Making prices available without forcing a buyer to ask is among the easiest things the art world can do to bring in new buyers. Publicly available pricing can also increase sales to current art buyers.
Large asymmetries of information between buyers and sellers have been shown to negatively affect the markets in which they exist. At best, asymmetries push buyers toward name brands, even if those brands are less of a perfect fit with the buyers’ taste.
Inquiries takes 4 to 10 demands between turning into a sale opposite to artworks with their prices publicly available. Artworks with publicly available pricing also received more positive sale which means that artist or dealer were able to spend time on nurturing relationships with collectors and curators, supporting their artists, and putting on great exhibitions. The potential impact of this opportunity cost with limited resources and time should not be underestimated. Even if you assume that the sales associate has all the relevant information on hand to answer the inquiring buyer, and that each inquiry takes an average of 10 minutes between context switching and generating a thoughtful reply, a gallery that does not post prices publicly will spend an hour of staff time for every 10 minutes spent by a gallery that defaults to posting prices publicly.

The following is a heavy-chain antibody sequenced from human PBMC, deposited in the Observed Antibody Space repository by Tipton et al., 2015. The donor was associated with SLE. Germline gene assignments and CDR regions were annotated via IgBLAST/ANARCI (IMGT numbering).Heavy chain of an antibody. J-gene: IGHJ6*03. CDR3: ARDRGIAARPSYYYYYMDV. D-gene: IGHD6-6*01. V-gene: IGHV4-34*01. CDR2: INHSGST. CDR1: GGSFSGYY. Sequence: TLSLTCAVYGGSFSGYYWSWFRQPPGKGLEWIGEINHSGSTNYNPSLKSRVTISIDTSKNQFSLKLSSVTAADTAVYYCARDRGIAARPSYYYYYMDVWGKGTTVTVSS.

What’s more, because limiting information asymmetries spreads demand out to lesser-known brands, more publicly available pricing can help support a larger art ecosystem and bring yet more artists to the fore.That all sounds more thrilling to me than being one of hundreds to receive a price list in my inbox. Who wants more email, anyway?